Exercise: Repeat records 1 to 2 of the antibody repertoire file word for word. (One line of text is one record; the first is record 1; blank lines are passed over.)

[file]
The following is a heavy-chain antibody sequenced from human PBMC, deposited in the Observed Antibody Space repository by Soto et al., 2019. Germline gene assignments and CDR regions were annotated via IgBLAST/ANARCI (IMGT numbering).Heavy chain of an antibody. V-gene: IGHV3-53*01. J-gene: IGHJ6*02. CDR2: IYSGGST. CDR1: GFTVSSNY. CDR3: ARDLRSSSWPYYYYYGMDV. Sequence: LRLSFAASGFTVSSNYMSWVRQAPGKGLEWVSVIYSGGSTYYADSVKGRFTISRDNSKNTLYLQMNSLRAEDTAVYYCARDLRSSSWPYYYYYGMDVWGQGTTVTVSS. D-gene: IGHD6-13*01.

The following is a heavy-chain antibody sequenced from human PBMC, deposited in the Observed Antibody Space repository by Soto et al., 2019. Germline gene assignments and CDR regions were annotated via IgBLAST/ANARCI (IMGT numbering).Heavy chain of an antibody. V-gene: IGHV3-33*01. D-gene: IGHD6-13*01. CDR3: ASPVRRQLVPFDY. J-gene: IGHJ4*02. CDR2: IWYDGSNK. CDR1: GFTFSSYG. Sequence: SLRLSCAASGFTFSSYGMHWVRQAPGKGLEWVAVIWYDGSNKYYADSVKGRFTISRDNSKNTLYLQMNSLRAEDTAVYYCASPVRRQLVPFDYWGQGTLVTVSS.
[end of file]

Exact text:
The following is a heavy-chain antibody sequenced from human PBMC, deposited in the Observed Antibody Space repository by Soto et al., 2019. Germline gene assignments and CDR regions were annotated via IgBLAST/ANARCI (IMGT numbering).Heavy chain of an antibody. V-gene: IGHV3-53*01. J-gene: IGHJ6*02. CDR2: IYSGGST. CDR1: GFTVSSNY. CDR3: ARDLRSSSWPYYYYYGMDV. Sequence: LRLSFAASGFTVSSNYMSWVRQAPGKGLEWVSVIYSGGSTYYADSVKGRFTISRDNSKNTLYLQMNSLRAEDTAVYYCARDLRSSSWPYYYYYGMDVWGQGTTVTVSS. D-gene: IGHD6-13*01.

The following is a heavy-chain antibody sequenced from human PBMC, deposited in the Observed Antibody Space repository by Soto et al., 2019. Germline gene assignments and CDR regions were annotated via IgBLAST/ANARCI (IMGT numbering).Heavy chain of an antibody. V-gene: IGHV3-33*01. D-gene: IGHD6-13*01. CDR3: ASPVRRQLVPFDY. J-gene: IGHJ4*02. CDR2: IWYDGSNK. CDR1: GFTFSSYG. Sequence: SLRLSCAASGFTFSSYGMHWVRQAPGKGLEWVAVIWYDGSNKYYADSVKGRFTISRDNSKNTLYLQMNSLRAEDTAVYYCASPVRRQLVPFDYWGQGTLVTVSS.